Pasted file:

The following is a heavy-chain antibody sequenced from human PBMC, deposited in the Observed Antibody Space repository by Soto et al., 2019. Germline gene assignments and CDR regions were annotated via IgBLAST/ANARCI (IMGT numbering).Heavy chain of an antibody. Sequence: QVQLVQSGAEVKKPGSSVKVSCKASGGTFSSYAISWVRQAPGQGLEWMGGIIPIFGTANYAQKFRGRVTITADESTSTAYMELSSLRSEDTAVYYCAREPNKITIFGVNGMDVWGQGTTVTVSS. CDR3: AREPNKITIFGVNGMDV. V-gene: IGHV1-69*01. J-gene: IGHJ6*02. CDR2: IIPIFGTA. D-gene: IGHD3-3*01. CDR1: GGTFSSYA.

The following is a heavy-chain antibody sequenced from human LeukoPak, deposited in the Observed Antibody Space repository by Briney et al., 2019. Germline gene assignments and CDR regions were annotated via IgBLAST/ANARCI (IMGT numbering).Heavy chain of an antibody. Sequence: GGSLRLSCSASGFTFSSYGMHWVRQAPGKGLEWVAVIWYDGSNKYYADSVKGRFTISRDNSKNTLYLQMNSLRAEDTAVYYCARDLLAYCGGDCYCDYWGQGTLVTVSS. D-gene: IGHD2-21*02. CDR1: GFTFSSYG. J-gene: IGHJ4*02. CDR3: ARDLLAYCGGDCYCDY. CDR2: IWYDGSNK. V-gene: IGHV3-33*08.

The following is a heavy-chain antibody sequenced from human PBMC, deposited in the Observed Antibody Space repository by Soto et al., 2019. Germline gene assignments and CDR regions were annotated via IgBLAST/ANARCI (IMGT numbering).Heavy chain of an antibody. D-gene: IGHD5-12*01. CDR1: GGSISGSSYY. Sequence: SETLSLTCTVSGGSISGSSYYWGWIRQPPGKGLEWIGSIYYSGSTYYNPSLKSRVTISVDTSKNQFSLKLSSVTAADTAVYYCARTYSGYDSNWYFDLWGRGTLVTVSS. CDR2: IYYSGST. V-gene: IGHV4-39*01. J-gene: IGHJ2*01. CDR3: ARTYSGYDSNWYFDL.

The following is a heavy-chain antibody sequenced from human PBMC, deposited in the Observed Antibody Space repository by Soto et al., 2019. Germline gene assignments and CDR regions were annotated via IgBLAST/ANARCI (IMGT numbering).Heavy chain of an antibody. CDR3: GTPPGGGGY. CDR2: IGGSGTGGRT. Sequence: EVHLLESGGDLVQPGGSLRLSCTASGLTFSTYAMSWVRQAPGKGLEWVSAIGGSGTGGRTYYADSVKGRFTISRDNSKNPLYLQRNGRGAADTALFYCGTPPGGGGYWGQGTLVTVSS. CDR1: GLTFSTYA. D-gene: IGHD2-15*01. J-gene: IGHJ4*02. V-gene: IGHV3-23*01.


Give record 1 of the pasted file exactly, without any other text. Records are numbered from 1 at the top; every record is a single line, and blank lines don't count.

The following is a heavy-chain antibody sequenced from human PBMC, deposited in the Observed Antibody Space repository by Soto et al., 2019. Germline gene assignments and CDR regions were annotated via IgBLAST/ANARCI (IMGT numbering).Heavy chain of an antibody. Sequence: QVQLVQSGAEVKKPGSSVKVSCKASGGTFSSYAISWVRQAPGQGLEWMGGIIPIFGTANYAQKFRGRVTITADESTSTAYMELSSLRSEDTAVYYCAREPNKITIFGVNGMDVWGQGTTVTVSS. CDR3: AREPNKITIFGVNGMDV. V-gene: IGHV1-69*01. J-gene: IGHJ6*02. CDR2: IIPIFGTA. D-gene: IGHD3-3*01. CDR1: GGTFSSYA.